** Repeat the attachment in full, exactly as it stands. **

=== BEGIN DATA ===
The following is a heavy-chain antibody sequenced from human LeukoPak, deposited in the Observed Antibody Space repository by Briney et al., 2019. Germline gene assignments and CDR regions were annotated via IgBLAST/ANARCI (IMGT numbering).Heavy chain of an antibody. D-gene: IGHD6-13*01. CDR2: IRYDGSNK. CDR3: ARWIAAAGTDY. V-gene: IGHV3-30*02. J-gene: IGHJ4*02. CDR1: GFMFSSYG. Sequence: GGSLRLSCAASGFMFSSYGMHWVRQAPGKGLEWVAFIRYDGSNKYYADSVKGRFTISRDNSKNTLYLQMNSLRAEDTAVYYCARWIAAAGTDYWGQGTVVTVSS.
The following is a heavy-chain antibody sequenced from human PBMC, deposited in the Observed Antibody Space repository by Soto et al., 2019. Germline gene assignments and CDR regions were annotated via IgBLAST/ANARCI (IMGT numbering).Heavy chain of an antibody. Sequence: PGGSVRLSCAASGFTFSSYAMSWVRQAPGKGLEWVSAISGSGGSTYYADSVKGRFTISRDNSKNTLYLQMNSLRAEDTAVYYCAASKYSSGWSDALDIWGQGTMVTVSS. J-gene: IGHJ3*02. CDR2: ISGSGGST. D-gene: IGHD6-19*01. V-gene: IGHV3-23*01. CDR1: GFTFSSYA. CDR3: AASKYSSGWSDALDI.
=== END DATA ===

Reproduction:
The following is a heavy-chain antibody sequenced from human LeukoPak, deposited in the Observed Antibody Space repository by Briney et al., 2019. Germline gene assignments and CDR regions were annotated via IgBLAST/ANARCI (IMGT numbering).Heavy chain of an antibody. D-gene: IGHD6-13*01. CDR2: IRYDGSNK. CDR3: ARWIAAAGTDY. V-gene: IGHV3-30*02. J-gene: IGHJ4*02. CDR1: GFMFSSYG. Sequence: GGSLRLSCAASGFMFSSYGMHWVRQAPGKGLEWVAFIRYDGSNKYYADSVKGRFTISRDNSKNTLYLQMNSLRAEDTAVYYCARWIAAAGTDYWGQGTVVTVSS.
The following is a heavy-chain antibody sequenced from human PBMC, deposited in the Observed Antibody Space repository by Soto et al., 2019. Germline gene assignments and CDR regions were annotated via IgBLAST/ANARCI (IMGT numbering).Heavy chain of an antibody. Sequence: PGGSVRLSCAASGFTFSSYAMSWVRQAPGKGLEWVSAISGSGGSTYYADSVKGRFTISRDNSKNTLYLQMNSLRAEDTAVYYCAASKYSSGWSDALDIWGQGTMVTVSS. J-gene: IGHJ3*02. CDR2: ISGSGGST. D-gene: IGHD6-19*01. V-gene: IGHV3-23*01. CDR1: GFTFSSYA. CDR3: AASKYSSGWSDALDI.